• Yamaguchi University
      • Division of Oral and Maxillofacial Surgery
      Yamaguti, Yamaguchi, Japan
  • 1989–2009
    • Central Institute for Experimental Animals
      Kawasaki Si, Kanagawa, Japan
    • Japanese Foundation for Cancer Research
      Edo, Tōkyō, Japan
  • 2008
    • Nippon Veterinary and Life Science University
      Edo, Tōkyō, Japan
    • The University of Tokushima
      • Department of Therapeutic Regulation for Oral Tumors
      Tokusima, Tokushima, Japan
  • 2002–2003
    • Tottori University
      • Faculty of Medicine
      TTJ, Tottori, Japan
    • Ehime University
      • Department of Oral and Maxillofacial Surgery
      Matuyama, Ehime, Japan
  • 1994–2002
    • Okayama University
      • Department of Biomaterials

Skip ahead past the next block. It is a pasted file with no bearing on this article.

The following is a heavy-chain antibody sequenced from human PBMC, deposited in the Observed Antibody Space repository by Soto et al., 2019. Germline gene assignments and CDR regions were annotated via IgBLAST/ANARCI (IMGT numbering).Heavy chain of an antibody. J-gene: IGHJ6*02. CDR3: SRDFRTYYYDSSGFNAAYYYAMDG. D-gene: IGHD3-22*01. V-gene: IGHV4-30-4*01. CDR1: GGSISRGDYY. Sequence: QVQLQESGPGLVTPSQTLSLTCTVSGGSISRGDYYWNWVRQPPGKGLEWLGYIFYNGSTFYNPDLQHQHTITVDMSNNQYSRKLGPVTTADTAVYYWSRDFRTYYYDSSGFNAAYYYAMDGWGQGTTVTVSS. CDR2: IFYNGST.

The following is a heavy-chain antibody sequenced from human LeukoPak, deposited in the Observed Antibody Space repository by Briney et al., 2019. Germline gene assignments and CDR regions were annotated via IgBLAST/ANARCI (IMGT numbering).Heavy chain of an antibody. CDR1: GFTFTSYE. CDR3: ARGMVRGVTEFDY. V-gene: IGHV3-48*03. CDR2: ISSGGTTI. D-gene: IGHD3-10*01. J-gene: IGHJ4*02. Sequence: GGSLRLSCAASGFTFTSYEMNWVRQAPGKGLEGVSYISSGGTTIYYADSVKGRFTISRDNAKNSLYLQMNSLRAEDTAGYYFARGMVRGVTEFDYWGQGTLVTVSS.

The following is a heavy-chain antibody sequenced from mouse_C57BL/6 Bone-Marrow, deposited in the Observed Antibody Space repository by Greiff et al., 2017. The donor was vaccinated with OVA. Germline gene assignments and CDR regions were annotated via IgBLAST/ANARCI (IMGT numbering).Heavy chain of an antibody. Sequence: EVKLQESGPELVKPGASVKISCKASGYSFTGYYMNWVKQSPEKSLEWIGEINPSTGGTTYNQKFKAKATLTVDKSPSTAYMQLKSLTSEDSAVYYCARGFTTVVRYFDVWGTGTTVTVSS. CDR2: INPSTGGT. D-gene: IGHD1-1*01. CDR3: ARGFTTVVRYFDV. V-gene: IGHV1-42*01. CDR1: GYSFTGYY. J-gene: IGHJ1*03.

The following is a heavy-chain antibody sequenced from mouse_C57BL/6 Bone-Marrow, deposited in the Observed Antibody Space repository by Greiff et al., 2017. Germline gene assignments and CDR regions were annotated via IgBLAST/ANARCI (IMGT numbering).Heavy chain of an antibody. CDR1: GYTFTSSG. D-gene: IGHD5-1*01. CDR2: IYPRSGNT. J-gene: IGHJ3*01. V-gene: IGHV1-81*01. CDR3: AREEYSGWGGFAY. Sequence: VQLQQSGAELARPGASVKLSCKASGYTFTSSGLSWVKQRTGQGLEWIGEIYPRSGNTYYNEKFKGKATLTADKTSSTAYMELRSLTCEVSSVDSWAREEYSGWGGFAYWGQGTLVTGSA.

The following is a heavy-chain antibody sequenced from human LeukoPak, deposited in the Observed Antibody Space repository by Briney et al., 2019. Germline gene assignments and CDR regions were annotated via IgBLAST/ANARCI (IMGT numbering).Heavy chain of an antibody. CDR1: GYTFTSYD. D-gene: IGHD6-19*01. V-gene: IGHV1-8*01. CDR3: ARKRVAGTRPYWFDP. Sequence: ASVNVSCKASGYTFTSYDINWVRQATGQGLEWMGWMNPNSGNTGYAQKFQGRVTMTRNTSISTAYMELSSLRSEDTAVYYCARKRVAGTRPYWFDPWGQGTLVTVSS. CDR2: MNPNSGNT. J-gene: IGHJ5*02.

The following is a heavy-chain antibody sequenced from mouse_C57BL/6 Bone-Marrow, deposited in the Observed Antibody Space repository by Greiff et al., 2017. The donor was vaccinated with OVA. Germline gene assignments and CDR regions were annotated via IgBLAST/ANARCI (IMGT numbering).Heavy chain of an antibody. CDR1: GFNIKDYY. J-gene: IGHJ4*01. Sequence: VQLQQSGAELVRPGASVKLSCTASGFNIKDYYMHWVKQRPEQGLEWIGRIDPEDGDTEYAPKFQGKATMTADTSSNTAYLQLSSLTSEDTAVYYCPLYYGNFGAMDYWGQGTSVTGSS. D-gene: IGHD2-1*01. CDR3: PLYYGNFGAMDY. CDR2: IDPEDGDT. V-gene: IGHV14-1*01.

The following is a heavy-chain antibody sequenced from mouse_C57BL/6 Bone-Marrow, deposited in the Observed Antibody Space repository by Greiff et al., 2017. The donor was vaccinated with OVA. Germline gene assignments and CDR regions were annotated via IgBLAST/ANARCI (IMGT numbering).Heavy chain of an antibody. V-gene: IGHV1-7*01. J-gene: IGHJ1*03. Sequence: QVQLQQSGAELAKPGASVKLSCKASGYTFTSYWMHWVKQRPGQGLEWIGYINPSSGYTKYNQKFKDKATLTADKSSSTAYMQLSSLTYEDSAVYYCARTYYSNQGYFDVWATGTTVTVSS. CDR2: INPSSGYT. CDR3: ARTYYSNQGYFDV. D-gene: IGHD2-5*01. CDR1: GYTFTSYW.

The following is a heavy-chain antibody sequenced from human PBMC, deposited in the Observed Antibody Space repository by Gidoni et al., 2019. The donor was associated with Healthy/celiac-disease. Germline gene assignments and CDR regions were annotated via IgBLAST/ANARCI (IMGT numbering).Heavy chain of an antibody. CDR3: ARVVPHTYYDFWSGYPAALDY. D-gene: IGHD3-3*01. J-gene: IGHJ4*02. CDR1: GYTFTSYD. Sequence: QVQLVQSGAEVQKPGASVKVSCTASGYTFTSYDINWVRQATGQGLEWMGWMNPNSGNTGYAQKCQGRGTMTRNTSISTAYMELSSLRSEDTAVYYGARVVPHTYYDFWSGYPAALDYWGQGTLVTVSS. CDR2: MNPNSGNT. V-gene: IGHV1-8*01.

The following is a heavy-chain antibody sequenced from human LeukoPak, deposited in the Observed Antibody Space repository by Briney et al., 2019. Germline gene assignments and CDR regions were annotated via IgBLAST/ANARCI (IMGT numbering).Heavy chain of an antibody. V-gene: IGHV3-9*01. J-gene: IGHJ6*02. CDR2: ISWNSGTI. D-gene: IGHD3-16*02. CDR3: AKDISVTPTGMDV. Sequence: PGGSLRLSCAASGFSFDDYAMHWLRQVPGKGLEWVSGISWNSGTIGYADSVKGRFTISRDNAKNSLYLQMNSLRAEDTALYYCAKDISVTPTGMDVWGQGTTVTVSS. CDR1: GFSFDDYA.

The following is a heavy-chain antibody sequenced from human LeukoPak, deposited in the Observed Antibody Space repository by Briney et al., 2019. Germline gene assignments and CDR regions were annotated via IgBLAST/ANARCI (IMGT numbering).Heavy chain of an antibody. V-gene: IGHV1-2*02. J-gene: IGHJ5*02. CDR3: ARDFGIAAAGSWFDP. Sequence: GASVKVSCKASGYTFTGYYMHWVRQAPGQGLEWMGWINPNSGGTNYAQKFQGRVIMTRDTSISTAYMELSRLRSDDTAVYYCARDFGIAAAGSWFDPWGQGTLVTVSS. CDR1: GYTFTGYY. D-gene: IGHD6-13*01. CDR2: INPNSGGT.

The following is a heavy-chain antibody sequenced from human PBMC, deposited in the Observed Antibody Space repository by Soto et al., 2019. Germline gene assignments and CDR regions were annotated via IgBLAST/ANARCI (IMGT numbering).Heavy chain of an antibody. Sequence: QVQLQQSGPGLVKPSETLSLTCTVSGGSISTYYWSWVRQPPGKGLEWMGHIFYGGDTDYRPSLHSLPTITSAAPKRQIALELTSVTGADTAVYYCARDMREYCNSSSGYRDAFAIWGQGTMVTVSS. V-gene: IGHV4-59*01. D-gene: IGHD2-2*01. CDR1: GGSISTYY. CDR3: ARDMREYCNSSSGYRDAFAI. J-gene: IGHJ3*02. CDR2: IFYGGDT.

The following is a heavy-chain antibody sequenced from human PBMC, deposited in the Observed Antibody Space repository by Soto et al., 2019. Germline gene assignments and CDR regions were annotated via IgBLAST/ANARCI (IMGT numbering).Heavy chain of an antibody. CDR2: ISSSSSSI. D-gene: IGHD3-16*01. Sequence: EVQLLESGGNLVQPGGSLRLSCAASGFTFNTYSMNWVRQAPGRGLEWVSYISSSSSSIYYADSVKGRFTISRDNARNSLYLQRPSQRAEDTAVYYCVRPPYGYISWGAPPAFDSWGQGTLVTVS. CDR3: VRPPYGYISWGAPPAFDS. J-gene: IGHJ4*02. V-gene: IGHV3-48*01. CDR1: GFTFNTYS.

Okayama, Okayama, Japan
  • 2001
    • Aichi Cancer Center
      Ōsaka, Ōsaka, Japan
  • 1996–2001
    • Keio University
      • Department of Internal Medicine
      Tokyo, Tokyo-to, Japan
  • 1984–2001
    • Tokai University
      • • Department of Pathology
      • • School of Medicine
      Hiratuka, Kanagawa, Japan
  • 1993–1998
    • Kanagawa Academy of Science and Technology
      Kawasaki Si, Kanagawa, Japan
  • 1997
    • Shinshu University
      • Department of Dermatology
      Shonai, Nagano, Japan
  • 1987–1988
    • Tokyo Metropolitan Komagome Hospital
      Edo, Tōkyō, Japan
  • 1986
    • The University of Tokyo
      • Institute of Medical Science
      Tokyo, Tokyo-to, Japan